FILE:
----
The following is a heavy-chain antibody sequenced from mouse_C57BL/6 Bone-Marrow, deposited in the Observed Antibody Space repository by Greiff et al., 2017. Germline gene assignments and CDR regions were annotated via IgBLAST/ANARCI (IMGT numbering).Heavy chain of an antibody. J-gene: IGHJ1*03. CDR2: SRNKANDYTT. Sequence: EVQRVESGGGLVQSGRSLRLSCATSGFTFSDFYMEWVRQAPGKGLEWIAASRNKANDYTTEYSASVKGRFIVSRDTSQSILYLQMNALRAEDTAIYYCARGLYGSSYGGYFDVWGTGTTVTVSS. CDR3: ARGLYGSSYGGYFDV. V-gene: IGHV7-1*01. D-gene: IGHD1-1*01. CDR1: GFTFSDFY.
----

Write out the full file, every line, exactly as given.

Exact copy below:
The following is a heavy-chain antibody sequenced from mouse_C57BL/6 Bone-Marrow, deposited in the Observed Antibody Space repository by Greiff et al., 2017. Germline gene assignments and CDR regions were annotated via IgBLAST/ANARCI (IMGT numbering).Heavy chain of an antibody. J-gene: IGHJ1*03. CDR2: SRNKANDYTT. Sequence: EVQRVESGGGLVQSGRSLRLSCATSGFTFSDFYMEWVRQAPGKGLEWIAASRNKANDYTTEYSASVKGRFIVSRDTSQSILYLQMNALRAEDTAIYYCARGLYGSSYGGYFDVWGTGTTVTVSS. CDR3: ARGLYGSSYGGYFDV. V-gene: IGHV7-1*01. D-gene: IGHD1-1*01. CDR1: GFTFSDFY.